I must say though, as an ex smoker and a frequenter of public houses for the past forty years that there is still something missing when you walk into a pub and you cannot smell the once familier aroma of tobacco smoke mixed with the smell of beer. I doubt that those of us whose drinking lives extend back before the ban will ever feel entirely at home without it.
Wednesday, 2 July 2008
And so we are now back to the situation where a village with a population topping 2,000 and rising has no public convieniences a very poor situation for both locals and visitors. We no longer have the option of using the toilet that was once behind Bradys garage should we need it at night. Those who complain about dog droppings might also give a thought to humans who get taken short who are not even as fortunate as the dogs in that if they behave indiscreetly in such matters they are likely to face a criminal record rather than just the wrath of the dog warden and a potential ASBO.
We are now left with a monstrous blot on the centre of the village in the form of the site of the former New Hall. Due to a consistent failure by sucessive owners to develop the site we are now left with what is in effect a scrap yard situated in the village main street. The only respite from this eyesore has been the once a year relief when the scrap vehicles have been removed to allow the site to be used for Street Market events but now that is no longer the case because of the alleged risk of fire. After a recent period when the site was supposedly sold for development and subsequently partially cleared the collection of scrap vehicles are steadily returning to haunt us.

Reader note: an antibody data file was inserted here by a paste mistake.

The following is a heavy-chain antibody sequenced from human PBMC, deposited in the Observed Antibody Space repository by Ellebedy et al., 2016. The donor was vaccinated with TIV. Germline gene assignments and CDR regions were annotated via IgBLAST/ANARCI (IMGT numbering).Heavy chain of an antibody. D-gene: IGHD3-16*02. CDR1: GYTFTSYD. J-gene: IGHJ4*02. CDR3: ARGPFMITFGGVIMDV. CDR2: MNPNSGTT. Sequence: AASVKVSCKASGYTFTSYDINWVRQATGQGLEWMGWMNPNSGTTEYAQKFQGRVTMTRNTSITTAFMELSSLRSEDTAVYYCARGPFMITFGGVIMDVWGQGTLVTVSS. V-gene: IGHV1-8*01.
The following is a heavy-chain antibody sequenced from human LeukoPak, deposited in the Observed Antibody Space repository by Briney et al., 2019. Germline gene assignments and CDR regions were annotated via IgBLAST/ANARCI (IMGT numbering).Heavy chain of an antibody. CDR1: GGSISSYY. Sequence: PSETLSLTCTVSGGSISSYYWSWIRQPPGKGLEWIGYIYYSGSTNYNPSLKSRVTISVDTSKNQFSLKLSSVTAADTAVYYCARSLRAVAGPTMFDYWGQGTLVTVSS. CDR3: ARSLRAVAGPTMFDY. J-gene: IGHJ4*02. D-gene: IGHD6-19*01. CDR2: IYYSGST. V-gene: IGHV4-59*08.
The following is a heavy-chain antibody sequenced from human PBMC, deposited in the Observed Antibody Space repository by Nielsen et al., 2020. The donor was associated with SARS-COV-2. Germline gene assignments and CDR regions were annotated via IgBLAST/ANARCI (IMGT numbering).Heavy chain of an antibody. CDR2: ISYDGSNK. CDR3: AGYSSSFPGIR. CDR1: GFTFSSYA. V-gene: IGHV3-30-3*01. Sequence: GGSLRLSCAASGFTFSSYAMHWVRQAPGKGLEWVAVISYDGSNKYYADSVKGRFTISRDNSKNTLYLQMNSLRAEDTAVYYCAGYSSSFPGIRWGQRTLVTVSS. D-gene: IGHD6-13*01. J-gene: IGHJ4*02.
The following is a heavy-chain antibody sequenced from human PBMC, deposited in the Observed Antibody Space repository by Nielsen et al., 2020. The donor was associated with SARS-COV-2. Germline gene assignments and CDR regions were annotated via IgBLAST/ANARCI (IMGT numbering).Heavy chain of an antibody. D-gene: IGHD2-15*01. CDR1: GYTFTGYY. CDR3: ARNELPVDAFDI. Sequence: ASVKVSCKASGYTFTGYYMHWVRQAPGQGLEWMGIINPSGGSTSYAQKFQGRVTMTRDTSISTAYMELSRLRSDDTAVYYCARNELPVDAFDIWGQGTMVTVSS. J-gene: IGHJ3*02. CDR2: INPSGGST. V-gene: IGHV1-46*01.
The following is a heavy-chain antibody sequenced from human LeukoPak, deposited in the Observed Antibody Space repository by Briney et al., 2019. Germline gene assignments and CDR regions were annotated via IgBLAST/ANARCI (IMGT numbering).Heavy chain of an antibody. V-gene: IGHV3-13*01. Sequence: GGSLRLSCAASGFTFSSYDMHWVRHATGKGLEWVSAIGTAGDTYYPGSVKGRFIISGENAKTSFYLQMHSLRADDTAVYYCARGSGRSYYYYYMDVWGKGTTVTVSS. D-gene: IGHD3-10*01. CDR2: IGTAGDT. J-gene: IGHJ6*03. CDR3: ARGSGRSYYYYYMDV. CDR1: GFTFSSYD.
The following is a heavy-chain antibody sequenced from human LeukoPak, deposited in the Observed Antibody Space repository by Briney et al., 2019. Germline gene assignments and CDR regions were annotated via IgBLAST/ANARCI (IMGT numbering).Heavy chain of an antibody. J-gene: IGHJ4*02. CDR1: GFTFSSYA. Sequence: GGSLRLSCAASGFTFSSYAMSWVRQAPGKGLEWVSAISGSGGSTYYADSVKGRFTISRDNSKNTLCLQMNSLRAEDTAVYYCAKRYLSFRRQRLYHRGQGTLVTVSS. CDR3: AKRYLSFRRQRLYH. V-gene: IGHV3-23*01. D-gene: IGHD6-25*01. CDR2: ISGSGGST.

That this state of affairs is allowed to continue is a disgrace. We read in the papers almost weekly about councils excersising their powers in order to regulate and remove threats to the environment. The people of Silverton have the right to know why steps have not been taken to ensure that this site has not been cleared out and secured whatever its current ownership or planning status.
Tuesday, 1 July 2008
I suppose I have been lucky in the locations I have lived in during my life. Having been born and lived for the first 37 years of my life in Silverton, I then relocated to the Ayr area of the Clyde coast in the west of Scotland and for the next 21 years had spectacular views across the Clyde estuary to the Isle Of Arran, the Ailsa Craig and the Mull of Kintyre in daily view. Both the residents of the Exe valley and the Clyde coast have been inclined to take their surroundings for granted